A further aspect of the present invention is a spreadsheet system. The spreadsheet system includes a personal computer having a central processing unit, a memory, a display screen, a user interface, and a non-volatile storage unit. The memory stores program instructions that control operation of the central processing unit so that it functions as a spreadsheet application. These program instructions further cause the central processing unit to provide a plurality of control icons on the display screen in order to enable a user to select a control icon with the user interface and to position the control icon in a workspace associated with the spreadsheet. The workspace comprises one of a worksheet, a chart, a dialog sheet, and a macro sheet appearing on the display screen. In addition, the program instructions cause the central processing unit to enable the user to specify a cell in the spreadsheet to which the control icon selected by the user is linked. The user can then vary a value of the cell by changing a parameter of the control icon. To change the parameter, the user manipulates the control icon. Other aspects of the spreadsheet system are generally consistent with the functions of the method steps discussed above.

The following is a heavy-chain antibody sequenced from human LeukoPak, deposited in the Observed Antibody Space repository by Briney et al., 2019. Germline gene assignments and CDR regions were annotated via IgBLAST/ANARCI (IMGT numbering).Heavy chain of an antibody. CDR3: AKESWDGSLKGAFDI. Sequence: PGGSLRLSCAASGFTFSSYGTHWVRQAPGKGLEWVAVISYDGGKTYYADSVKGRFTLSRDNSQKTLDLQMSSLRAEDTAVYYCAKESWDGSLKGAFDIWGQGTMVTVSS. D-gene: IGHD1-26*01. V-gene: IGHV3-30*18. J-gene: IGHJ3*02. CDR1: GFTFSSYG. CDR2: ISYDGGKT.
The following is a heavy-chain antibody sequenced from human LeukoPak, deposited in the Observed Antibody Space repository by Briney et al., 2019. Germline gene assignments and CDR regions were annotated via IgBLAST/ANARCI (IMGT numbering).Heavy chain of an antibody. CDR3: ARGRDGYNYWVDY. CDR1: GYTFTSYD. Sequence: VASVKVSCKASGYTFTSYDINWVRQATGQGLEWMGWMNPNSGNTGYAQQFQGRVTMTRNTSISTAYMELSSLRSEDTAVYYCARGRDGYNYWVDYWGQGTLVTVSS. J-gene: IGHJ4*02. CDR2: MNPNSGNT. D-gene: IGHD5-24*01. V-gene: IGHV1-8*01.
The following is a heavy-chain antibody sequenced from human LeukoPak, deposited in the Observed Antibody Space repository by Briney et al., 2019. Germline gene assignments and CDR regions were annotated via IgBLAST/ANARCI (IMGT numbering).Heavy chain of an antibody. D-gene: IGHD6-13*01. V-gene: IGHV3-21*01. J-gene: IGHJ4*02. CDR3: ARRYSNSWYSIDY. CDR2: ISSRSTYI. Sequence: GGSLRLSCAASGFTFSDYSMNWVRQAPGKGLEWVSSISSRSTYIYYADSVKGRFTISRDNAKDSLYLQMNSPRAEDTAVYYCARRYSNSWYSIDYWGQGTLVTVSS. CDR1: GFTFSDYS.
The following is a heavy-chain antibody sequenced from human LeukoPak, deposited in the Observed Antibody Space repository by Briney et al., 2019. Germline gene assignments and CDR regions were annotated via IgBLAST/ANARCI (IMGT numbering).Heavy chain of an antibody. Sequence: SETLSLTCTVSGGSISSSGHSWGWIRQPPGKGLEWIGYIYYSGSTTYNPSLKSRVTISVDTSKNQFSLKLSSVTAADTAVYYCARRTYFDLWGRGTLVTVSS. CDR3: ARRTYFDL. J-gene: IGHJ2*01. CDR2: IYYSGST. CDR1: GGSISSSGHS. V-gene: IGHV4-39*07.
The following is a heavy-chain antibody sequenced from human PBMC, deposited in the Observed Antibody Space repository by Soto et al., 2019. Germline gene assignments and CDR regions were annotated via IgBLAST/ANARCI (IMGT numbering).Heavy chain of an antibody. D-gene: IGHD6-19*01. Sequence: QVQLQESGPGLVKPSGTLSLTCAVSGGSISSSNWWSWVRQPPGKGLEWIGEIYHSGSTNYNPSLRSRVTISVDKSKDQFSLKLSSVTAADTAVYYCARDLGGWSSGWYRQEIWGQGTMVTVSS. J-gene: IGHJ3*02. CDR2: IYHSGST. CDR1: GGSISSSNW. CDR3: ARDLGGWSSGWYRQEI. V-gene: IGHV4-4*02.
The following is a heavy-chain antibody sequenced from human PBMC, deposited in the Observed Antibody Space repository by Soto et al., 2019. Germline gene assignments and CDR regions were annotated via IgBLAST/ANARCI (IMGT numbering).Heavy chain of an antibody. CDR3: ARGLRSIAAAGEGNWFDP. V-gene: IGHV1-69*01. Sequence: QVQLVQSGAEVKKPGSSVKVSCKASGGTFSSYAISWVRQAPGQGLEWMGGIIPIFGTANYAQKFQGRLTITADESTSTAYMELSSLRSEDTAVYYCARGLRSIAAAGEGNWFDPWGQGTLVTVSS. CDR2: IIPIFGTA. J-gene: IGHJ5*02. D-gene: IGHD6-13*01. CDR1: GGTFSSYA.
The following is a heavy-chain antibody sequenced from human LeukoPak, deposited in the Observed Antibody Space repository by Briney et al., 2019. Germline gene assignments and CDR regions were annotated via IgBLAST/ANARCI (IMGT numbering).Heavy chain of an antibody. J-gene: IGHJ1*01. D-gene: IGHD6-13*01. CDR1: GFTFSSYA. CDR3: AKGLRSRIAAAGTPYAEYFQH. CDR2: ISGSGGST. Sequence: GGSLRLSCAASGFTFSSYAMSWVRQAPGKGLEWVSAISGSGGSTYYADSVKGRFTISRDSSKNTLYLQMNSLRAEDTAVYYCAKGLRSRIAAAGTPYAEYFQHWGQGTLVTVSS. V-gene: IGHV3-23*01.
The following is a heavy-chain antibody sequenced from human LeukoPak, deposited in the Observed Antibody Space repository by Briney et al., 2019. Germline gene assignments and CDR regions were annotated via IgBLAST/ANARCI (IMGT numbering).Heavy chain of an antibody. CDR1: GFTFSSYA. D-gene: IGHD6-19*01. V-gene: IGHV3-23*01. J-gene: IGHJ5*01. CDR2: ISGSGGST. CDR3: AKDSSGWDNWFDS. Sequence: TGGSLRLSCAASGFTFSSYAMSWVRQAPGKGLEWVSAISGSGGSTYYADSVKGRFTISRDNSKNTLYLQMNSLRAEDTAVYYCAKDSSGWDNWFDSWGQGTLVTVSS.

The foregoing aspects and many of the attendant advantages of this invention will become more readily appreciated as the same becomes better understood by reference to the following detailed description, when taken in conjunction with the accompanying drawings, wherein:
FIG. 1A is a schematic diagram of a personal computer suitable for executing the software that implements the present invention;
FIG. 1B is a schematic block diagram showing some of the components that comprise the processor chassis of FIG. 1A;
FIG. 2A is a Forms button bar that is displayed in a spreadsheet display screen, to enable a user to select a graphic control, in accordance with the present invention;
FIG. 2B is a Properties Dialog box that is selectively displayed to the user to enable properties of the graphic control to be selectively set by the user;
FIG. 2C is a Control Dialog box that is selectively displayed to the user, enabling control parameters for a list box graphic control to be selected;
FIG. 2D is a Control Dialog box that is selectively displayed to the user, enabling control parameters for a button or check box graphic control to be selected;
FIG. 2E is a Patterns Dialog box that is selectively displayed to the user, enabling the user to select border, pattern, and color parameters for the button or check box graphic control;